Son of the White Wolf - Robert E. Howard - ebook

Son of the White Wolf ebook

Robert E. Howard



Francis Xavier Gordon was a living legend in the Middle and Far East. The boars called him El Borac, „Swift,” the title earned by his awkward abilities with a gun, a knife and a sword. Now, the mighty El Borak must stretch its forces to prevent the Turkish uprising, protect the hermits from murders and stop the dangerous amir without allowing him to seize control over India.

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THE commander of the Turkish outpost of El Ashraf was awakened before dawn by the stamp of horses and jingle of accoutrements. He sat up and shouted for for his orderly. There was no response, so he rose, hurriedly jerked on his garments, and strode out of the mud but that served as his headquarters. What he saw rendered him momentarily speechless.

His command was mounted, in full marching formation, drawn up near the railroad that it was their duty to guard. The plain to the left of the track where the tents of the troopers had stood now lay bare. The tents had been loaded on the baggage camels which stood fully packed and ready to move out. The commandant glared wildly, doubting his own senses, until his eyes rested on a flag borne by a trooper. The waving pennant did not display the familiar crescent. The commandant turned pale.

“What does this mean?” he shouted, striding forward. His lieutenant, Osman, glanced at him inscrutably. Osman was a tall man, hard and supple as steel, with a dark keen face.

“Mutiny, effendi,” he replied calmly. “We are sick of this war we fight for the Germans. We are sick of Djemal Pasha and those other fools of the Council of Unity and Progress, and, incidentally, of you. So we are going into the hills to build a tribe of our own.”

“Madness!” gasped the officer, tugging at his revolver. Even as he drew it, Osman shot him through the head.

The lieutenant sheathed the smoking pistol and turned to the troopers. The ranks were his to a man, won to his wild ambition under the very nose of the officer who now lay there with his brains oozing.

“Listen!” he commanded.

In the tense silence they all heard the low, deep reverberation in the west.

“British guns!” said Osman. “Battering the Turkish Empire to bits! The New Turks have failed. What Asia needs is not a new party, but a new race! There are thousands of fighting men between the Syrian coast and the Persian highlands, ready to be roused by a new word, a new prophet! The East is moving in her sleep. Ours is the duty to awaken her!

“You have all sworn to follow me into the hills. Let us return to the ways of our pagan ancestors who worshipped the White Wolf on the steppes of High Asia before they bowed to the creed of Mohammed!

“We have reached the end of the Islamic Age. We abjure Allah as a superstition fostered by an epileptic Meccan camel driver. Our people have copied Arab ways too long. But we hundred men are Turks! We have burned the Koran. We bow not toward Mecca, nor swear by their false Prophet. And now follow me as we planned–to establish ourselves in a strong position in the hills and to seize Arab women for our wives.”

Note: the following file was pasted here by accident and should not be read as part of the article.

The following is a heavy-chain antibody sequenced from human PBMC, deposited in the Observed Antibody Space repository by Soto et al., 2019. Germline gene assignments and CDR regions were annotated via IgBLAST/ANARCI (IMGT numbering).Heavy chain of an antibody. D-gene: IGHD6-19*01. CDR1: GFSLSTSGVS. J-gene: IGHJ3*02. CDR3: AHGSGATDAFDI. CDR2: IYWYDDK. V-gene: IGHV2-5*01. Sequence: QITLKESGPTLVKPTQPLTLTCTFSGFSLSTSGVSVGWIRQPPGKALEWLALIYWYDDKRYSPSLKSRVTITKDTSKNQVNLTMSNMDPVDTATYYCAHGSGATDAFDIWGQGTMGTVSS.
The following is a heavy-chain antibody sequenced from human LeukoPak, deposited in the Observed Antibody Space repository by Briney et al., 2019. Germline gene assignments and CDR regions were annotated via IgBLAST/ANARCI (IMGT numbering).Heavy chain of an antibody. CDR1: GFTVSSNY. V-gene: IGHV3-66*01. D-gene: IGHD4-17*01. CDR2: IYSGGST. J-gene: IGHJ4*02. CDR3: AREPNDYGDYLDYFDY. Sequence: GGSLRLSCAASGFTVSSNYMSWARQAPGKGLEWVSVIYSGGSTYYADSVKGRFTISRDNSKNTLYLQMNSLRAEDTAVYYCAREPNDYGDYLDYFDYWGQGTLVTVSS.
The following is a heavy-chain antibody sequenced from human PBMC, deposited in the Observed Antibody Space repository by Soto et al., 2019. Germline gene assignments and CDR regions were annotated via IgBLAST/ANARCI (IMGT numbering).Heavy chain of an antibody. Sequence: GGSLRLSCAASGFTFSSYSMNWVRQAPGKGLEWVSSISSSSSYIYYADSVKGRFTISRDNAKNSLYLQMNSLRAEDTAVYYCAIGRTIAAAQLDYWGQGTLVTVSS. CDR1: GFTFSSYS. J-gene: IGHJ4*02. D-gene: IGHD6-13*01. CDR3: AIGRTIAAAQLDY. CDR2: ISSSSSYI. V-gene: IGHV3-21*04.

“Our sons will be half Arab,” someone protested.

“A man is the son of his father,” retorted Osman. “We Turks have always looted the harims of the world for our women, but our sons are always Turks.

“Come! We have arms, horses, supplies. If we linger we shall be crushed with the rest of the army between the British on the coast and the Arabs the Englishman Lawrence is bringing up from the south. Onto El Awad! The sword for the men–captivity, for the women!”

His voice cracked like a whip as he snapped the orders that set the lines in motion. In perfect order they moved off through the lightening dawn toward the range of sawedged hills in the distance. Behind them the air still vibrated with the distant rumble of the British artillery. Over them waved a banner that bore the head of a white wolf–the battle-standard of most ancient Turan.


WHEN Fräulein Olga von Bruckmann, known as a famous German secret agent, arrived at the tiny Arab hill-village of El Awad, it was in a drizzling rain, that made the dusk a blinding curtain over the muddy town.

With her companion, an Arab named Ahmed, she rode into the muddy street, and the villagers crept from their hovels to stare in awe at the first white woman most of them had ever seen.

A few words from Ahmed and the shaykh salaamed and showed her to the best mud hut in the village. The horses were led away to feed and shelter, and Ahmed paused long enough to whisper to his companion:

“El Awad is friendly to the Turks. Have no fear. I shall be near, in any event.”

“Try and get fresh horses,” she urged. “I must push on as soon as possible.”

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This is a free sample. Please purchase full version of the book to continue.

This is a free sample. Please purchase full version of the book to continue.

This is a free sample. Please purchase full version of the book to continue.

This is a free sample. Please purchase full version of the book to continue.